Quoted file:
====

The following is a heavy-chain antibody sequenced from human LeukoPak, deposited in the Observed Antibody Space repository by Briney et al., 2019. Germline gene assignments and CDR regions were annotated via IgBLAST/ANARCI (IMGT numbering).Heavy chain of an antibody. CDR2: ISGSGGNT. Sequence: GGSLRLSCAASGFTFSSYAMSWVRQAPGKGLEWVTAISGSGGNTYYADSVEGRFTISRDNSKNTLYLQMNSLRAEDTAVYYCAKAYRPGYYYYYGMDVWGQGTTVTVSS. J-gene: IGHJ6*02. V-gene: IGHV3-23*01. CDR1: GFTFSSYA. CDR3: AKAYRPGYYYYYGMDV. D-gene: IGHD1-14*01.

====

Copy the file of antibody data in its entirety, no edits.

The following is a heavy-chain antibody sequenced from human LeukoPak, deposited in the Observed Antibody Space repository by Briney et al., 2019. Germline gene assignments and CDR regions were annotated via IgBLAST/ANARCI (IMGT numbering).Heavy chain of an antibody. CDR2: ISGSGGNT. Sequence: GGSLRLSCAASGFTFSSYAMSWVRQAPGKGLEWVTAISGSGGNTYYADSVEGRFTISRDNSKNTLYLQMNSLRAEDTAVYYCAKAYRPGYYYYYGMDVWGQGTTVTVSS. J-gene: IGHJ6*02. V-gene: IGHV3-23*01. CDR1: GFTFSSYA. CDR3: AKAYRPGYYYYYGMDV. D-gene: IGHD1-14*01.